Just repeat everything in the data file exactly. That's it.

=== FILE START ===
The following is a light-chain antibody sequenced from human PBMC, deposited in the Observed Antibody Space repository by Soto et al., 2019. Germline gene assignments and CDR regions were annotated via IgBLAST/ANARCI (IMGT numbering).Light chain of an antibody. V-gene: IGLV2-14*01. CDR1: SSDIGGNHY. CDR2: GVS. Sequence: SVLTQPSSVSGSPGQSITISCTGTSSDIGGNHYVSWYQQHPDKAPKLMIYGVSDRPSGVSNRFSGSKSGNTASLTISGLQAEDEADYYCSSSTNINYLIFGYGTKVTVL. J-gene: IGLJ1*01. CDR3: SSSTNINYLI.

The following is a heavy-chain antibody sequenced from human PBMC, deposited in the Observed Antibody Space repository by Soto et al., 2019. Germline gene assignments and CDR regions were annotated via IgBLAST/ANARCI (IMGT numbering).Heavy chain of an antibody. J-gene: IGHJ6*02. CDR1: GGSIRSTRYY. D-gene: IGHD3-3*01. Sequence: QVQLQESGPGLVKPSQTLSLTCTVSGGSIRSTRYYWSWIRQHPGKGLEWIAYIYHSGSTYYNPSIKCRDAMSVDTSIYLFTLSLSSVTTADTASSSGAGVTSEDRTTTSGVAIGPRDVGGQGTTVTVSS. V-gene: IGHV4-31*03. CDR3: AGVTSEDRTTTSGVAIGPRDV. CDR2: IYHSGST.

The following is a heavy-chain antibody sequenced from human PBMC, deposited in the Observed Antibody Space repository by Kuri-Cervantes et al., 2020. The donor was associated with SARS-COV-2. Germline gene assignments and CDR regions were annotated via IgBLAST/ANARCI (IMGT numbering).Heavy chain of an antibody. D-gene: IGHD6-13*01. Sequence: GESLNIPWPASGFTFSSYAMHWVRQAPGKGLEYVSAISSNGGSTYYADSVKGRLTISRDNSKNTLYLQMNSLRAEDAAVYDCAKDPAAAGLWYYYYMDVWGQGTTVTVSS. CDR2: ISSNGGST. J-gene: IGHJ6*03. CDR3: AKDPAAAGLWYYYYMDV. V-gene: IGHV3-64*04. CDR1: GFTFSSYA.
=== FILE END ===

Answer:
The following is a light-chain antibody sequenced from human PBMC, deposited in the Observed Antibody Space repository by Soto et al., 2019. Germline gene assignments and CDR regions were annotated via IgBLAST/ANARCI (IMGT numbering).Light chain of an antibody. V-gene: IGLV2-14*01. CDR1: SSDIGGNHY. CDR2: GVS. Sequence: SVLTQPSSVSGSPGQSITISCTGTSSDIGGNHYVSWYQQHPDKAPKLMIYGVSDRPSGVSNRFSGSKSGNTASLTISGLQAEDEADYYCSSSTNINYLIFGYGTKVTVL. J-gene: IGLJ1*01. CDR3: SSSTNINYLI.

The following is a heavy-chain antibody sequenced from human PBMC, deposited in the Observed Antibody Space repository by Soto et al., 2019. Germline gene assignments and CDR regions were annotated via IgBLAST/ANARCI (IMGT numbering).Heavy chain of an antibody. J-gene: IGHJ6*02. CDR1: GGSIRSTRYY. D-gene: IGHD3-3*01. Sequence: QVQLQESGPGLVKPSQTLSLTCTVSGGSIRSTRYYWSWIRQHPGKGLEWIAYIYHSGSTYYNPSIKCRDAMSVDTSIYLFTLSLSSVTTADTASSSGAGVTSEDRTTTSGVAIGPRDVGGQGTTVTVSS. V-gene: IGHV4-31*03. CDR3: AGVTSEDRTTTSGVAIGPRDV. CDR2: IYHSGST.

The following is a heavy-chain antibody sequenced from human PBMC, deposited in the Observed Antibody Space repository by Kuri-Cervantes et al., 2020. The donor was associated with SARS-COV-2. Germline gene assignments and CDR regions were annotated via IgBLAST/ANARCI (IMGT numbering).Heavy chain of an antibody. D-gene: IGHD6-13*01. Sequence: GESLNIPWPASGFTFSSYAMHWVRQAPGKGLEYVSAISSNGGSTYYADSVKGRLTISRDNSKNTLYLQMNSLRAEDAAVYDCAKDPAAAGLWYYYYMDVWGQGTTVTVSS. CDR2: ISSNGGST. J-gene: IGHJ6*03. CDR3: AKDPAAAGLWYYYYMDV. V-gene: IGHV3-64*04. CDR1: GFTFSSYA.